Training wise, last week was significantly better than expected. Weather lined up for me to ride immediately before and after, and the break was only 3 days. In April the break was 4 days and we had 3 days of rain immediately before. We walked about 3 miles on a trail during the April trip, but I didn’t take hiking shoes. I ached from unusually low exercise when I got home.
I mentioned the need to shift over to walks for recovery exercise just before this trip. We ended up dong that. The Pensacola Bay Bridge is under re-construction, but the pedestrian-bicycle path on one side is complete. The bridge is 3 miles long. The first night we walked about a mile and a half. The second, we walked 5 miles.
5 or more miles is the length of walk I originally planned for recovery walks. That may be a touch on the long side, but I used to be able to do 5 miles pretty easy at any time without prep. Lately though, I’ve done more yard work, which technically qualifies as recovery activity I suppose. But, it’s been a few weeks since I’ve even walked around the neighborhood with my granddaughter on her scooter. I’ve been spending all my cardio time on the bike. The bike is awesome, but I need to make myself walk for the change in activity too.
I really wanted to walk the whole bridge in both directions, just because it seems complete, but when I looked back from the 2.5 mark at how far away the starting side shore seemed, I decided to turn back. I could have made the extra distance, but in the end, I was glad that I turned when I did and Russ was too. I expected soreness the next day, but there was none and my feet felt really good, like a bit of cross training was the thing I should be doing.
I’m not sure what I will settle on as the right distance for a recovery walk, but on the bridge with all the wind, it seemed more like a primary exercise day, which was fine for that week when I had less opportunity to ride. Some sources say 20-30 minutes is enough for recovery. But, more could be needed after a century ride than shorter forms of exercise. The key will be in how the rides are going. As long as my body feels better and my stamina is not reduced, it’s likely the right amount of recovery exercise.
If the recovery walk is shorter, it will fit better into a still photography day than I first anticipated. That may not reduce my project hours any, but it should improve the photography rewards. It is easier to carry a camera on a walk that only needs 20-30 minute intervals of elevated heart rate than one that needs 1.5 – 2 hours.
The Silver Comet and Chief Ladiga Trails are not alone. There are beautiful hiking trails on both ends of our project, including portions of trail that may be added to the Appalachian Trail. I’m excited about the potential.
I’m going to leave it here for this post. I’ll put some of my other thought in separate posts. Have a glorious day and we’ll see yo on the trail.
Well, the website is down and my sysadmin is in the hospital with his wife and new baby. There are no reported problems at WordPress. I don’t know when he’ll get to finding out what’s wrong, so I’m writing my post in a word document and hoping that my site is backed up, or that there is some small problem that won’t require much time or long to get to. And, when all is said and done, I’ll get over the embarrassment of not knowing if the site is being backed up and know for sure, and hopefully that won’t be knowledge painfully got. Since I don’t know, it’s a total fail on my part if I’ve lost all that I’ve written there for…. How many years? Some of those years I totally skipped though…I’ve only ever been consistent since I decided to pursue this video project.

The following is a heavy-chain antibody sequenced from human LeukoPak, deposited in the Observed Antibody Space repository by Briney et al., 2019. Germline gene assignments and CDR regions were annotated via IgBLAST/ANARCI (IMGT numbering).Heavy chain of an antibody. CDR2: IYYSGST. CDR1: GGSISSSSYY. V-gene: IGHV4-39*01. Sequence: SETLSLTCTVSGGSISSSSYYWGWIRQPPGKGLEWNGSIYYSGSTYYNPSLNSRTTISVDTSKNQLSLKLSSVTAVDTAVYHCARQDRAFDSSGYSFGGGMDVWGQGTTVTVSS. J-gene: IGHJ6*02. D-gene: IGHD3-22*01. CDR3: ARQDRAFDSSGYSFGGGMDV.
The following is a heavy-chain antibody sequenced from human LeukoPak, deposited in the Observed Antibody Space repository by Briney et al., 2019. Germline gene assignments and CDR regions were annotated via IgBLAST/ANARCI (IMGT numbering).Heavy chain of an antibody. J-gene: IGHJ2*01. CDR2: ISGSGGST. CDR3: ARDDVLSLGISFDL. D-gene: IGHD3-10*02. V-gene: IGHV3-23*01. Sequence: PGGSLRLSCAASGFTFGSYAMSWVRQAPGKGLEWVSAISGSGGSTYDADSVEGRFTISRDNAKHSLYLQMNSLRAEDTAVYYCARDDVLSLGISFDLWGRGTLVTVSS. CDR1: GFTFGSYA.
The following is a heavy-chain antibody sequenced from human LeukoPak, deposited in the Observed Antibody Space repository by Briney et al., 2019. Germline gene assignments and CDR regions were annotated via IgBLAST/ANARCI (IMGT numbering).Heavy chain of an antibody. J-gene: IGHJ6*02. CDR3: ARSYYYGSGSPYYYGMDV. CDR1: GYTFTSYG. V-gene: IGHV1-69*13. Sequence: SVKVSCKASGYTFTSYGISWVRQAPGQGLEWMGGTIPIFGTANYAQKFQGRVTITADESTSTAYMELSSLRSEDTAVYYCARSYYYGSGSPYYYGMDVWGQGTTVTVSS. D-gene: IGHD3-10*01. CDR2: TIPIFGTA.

I’ve been looking back at last year’s posts to guess when this year’s blooms will happen, so I don’t miss the flower shots I want to take, and we’ve still been taking extra shots of all kinds to make the introduction video better. Our base video was taken in winter. It’s a good time to ride (sometimes), but I want year round shots in the video about my year round project.
That baby my sysadmin and his wife just had is my granddaughter and while I can’t wait to personally greet the newest addition to our family, I am not at all ready for the 8th person in the house to come home today.
As busy as everything is, I also made some personal time. My son remembered that we made Ukrainian Pysanky eggs when he was young and asked if we could do that this year. He thought of them as Easter eggs when he was young, but this year he wants to be sure to make some that are yellow and blue, like the Ukrainian flag. I got my first supplies at The Ukrainian National Home in Hartford CT back when we lived there. I couldn’t find a similar brick and mortar place to walk in locally. I have a Ukrainian friend who might have been able to help me, but it was one of those 2AM things where, if I was going to be up that late, I was going to check another thing off of my list. I bought from shops that were actually run by people with Ukrainian heritage as much as I could. Some of the things were out of stock though, and part of my supplies will come from Amazon.
Originally, we did the whole egg method where the egg just dries out gradually, and you and your nose hope that you never ever break one. This time I’m going to try to find Goose eggs to blow out. It will be an adventure, both because I’ve never decorated bigger eggs or empty eggs, and because I’ve never eaten duck eggs. Have you ever seen an Emu egg? Those things are gorgeous!
The Cycling Part
The season is here in North Georgia, for cycling, photography, anything you’d like to do out doors. Our predicted last frost this year is March 30, but there haven’t been any overnight lows below 32 in the 10 day forecast for a week. I’m slowly putting some of my potted plants outdoors and the pollen is about to blow up. The humans trying to be smarter than nature is to blame for that being worse in urban areas than it is in the countryside. It’s counter intuitive for people who realize that most pollen comes from trees and crops. Here’s the article I usually link on that.